Samuel Michael Bingham, 1845-1905, folk hero, former mayor and benefactor of Ottawa, Canada, practically lost connection to his descendants but a persistent great-granddaughter of his older brother John couldn’t leave things alone.
Karen Bingham grew up in Ottawa, where, all her life, she was aware that her name was the same as the former mayor but she was unsure of her connection to the man who had a street, a school and a park named for him. In 2000, the city voted to move a big cast-iron fountain inscribed to Samuel Bingham from a city storage building to a house her grandfather had built. It still sits there where it is used as a flower planter.
At times, Karen looked at the impressive gravestone in Notre Dame Cemetery, with its statue by sculptor Hamilton McCarthy, a copy of the medal Pope Leo XVII gave to Bingham when he was made a chevalier, and wondered.
Every old-timer in Ottawa knew the story of how Bingham died. It was a poignant mystery. He was a logger on the Gatineau River and an avid athlete who loved horseback riding, ice skating, snowshoeing, bicycling and canoeing. He was a powerful swimmer and a master at untangling logjams. He also was a micromanager and a workaholic.
One day he learned that a string of logs, destined for the paper mill, had jammed on the Gatineau River. He drove himself to the site of the jam in his buggy and worked all afternoon and all night, not leaving until the logjam was cleared.
On the way home he drowned when his carriage overturned in the Gatineau River. Some suspected foul play but the authorities thought it was more likely that he fell asleep and the buggy overturned when the horse walked into the river for a drink.
His funeral, the largest Ottawa had seen in recent memory, was attended by members of the city council and employees of the Gatineau River. Newspapers recounted his legacy to the city. His nine-page will left bequests to his wife and daughters, his brothers and sisters and their children and to Catholic and Protestant orphanages and hospitals.
He was still semi-famous in Karen’s day. Thus begun a family history quest that eventually connected Karen to Pacific, Mo. She learned through Ancestry.com that she was indeed connected to the Ottawa folk hero. Samuel’s older brother John was her 2-g grandfather. So her family must have cousins somewhere. Karen and her Uncle Dan, a Canadian CBS employee who now works in Alberta, and fellow family history buff, began a search for Samuel Bingham’s descendants.
He and his wife Ellen had six children but only two survived to adulthood, Helene and Mary Rose Mount Carmel, called Carmel by the family. Helene married Andrew Livingston Masson and the couple had three children, Walter Bingham, Edward and Andrew. Census records and ship’s manifests placed the family in New York and Michigan. Then the trail stopped.
Finally in early 2012, Karen, who was gaining skill at family history searching, placed a query on the Ancestry message board, “I’m searching for the descendants of Walter Bingham Masson.”
For my husband Bob, sitting at his laptop in Pacific, that was a bolt from the blue. He had not heard anything of his father since 1938, when his father disappeared. At first he was dubious about the message, thinking it was a teaser to get him to pay something or join Ancestry.com. Finally, the lure was too great, he placed an answer on the message board, “If you are who you say you are, I am the son of Walter Bingham Masson. Who is Carmel?”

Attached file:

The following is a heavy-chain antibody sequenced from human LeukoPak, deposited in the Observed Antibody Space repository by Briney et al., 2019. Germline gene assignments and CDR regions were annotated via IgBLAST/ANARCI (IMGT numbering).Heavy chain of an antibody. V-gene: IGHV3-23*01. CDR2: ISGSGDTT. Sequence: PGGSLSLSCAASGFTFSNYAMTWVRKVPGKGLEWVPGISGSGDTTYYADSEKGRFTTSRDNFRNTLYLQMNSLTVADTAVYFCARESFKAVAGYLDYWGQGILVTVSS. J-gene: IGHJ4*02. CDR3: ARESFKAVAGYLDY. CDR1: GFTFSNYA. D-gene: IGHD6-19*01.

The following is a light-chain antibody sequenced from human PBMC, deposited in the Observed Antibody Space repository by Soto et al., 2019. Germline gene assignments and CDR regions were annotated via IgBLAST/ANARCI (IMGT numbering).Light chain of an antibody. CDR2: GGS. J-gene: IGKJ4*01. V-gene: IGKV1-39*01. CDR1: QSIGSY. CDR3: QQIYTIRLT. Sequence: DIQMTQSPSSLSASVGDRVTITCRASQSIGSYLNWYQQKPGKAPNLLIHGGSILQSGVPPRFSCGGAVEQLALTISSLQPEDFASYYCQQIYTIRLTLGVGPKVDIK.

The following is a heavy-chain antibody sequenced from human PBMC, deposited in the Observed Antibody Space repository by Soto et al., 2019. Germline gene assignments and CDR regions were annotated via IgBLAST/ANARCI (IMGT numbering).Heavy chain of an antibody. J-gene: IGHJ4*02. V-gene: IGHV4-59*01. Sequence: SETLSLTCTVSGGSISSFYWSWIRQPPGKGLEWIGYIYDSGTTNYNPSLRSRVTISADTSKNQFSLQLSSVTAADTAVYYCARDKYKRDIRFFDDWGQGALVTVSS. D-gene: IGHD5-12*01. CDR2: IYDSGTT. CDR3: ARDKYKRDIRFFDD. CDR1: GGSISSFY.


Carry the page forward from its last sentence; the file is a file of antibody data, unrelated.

Karen was sitting at her computer in Ottawa when the answer was posted. She had placed her query months earlier. She couldn’t type fast enough. “Carmel was your Grandmother Helene’s sister.”
Later that day, a man on the phone identified himself as Dan Bingham. “This is amazing,” he said. “We’ve been looking for you for so long.”
This chance encounter changed the itinerary of a driving trip Bob and I had been planning to Massachusetts to do family history research on my 6g-grandfather William Kerley, an interesting guy in his own right, returning by way of Detroit to visit Bob’s brother and his family. It wouldn’t be that much trouble to drive from Massachusetts into Canada and back track to Detroit.
When we arrived in Ottawa it was raining. I had caught a cold in Quebec City where I walked two blocks to Mass at the cathedral so I missed the visit to family sites. Karen took Bob to all the family landmarks and monuments, including those on the Masson side.
Karen’s father Garry had always supported her hobby of family history. He remembered his own grandfather who lived with his family when he was a boy. They used to walk to the Rideau River together to fish but he had little interest in family history beyond that. He was understandably a little dubious to learn that this supposed third cousin was coming from Missouri because Karen typed something into her computer. “If you’re sure about this, I’ll have them over for lunch,” he said.
Meeting Garry Bingham was a shock for both Bob and me. First the two men looked enough alike to be brothers, they not only sounded alike, their speech patterns mimicked each other. Within a few minutes they were finishing each other’s sentences. There was a lot of laughter. Karen and her brother Scott did the serving and the two cousins talked about work careers, fraternal organization and shared pictures of each other’s children and grandchildren.
Aside from the snippets of Bingham memorials Ottawa, which sits on the south bank of the St. Lawrence River, is a beautiful city, a great travel destination. There are lots of bridges over the St. Lawrence and Rideau rivers, and like all Canadian cities, church steeples in all directions. The Capitol building is one of those sights you’re sure you’ll never forget.
But as late great Samuel Bingham reminds us, you can forget historic things if you don’t stay in touch.
Pauline Masson can be reached at firstname.lastname@example.org or 314-805-9800.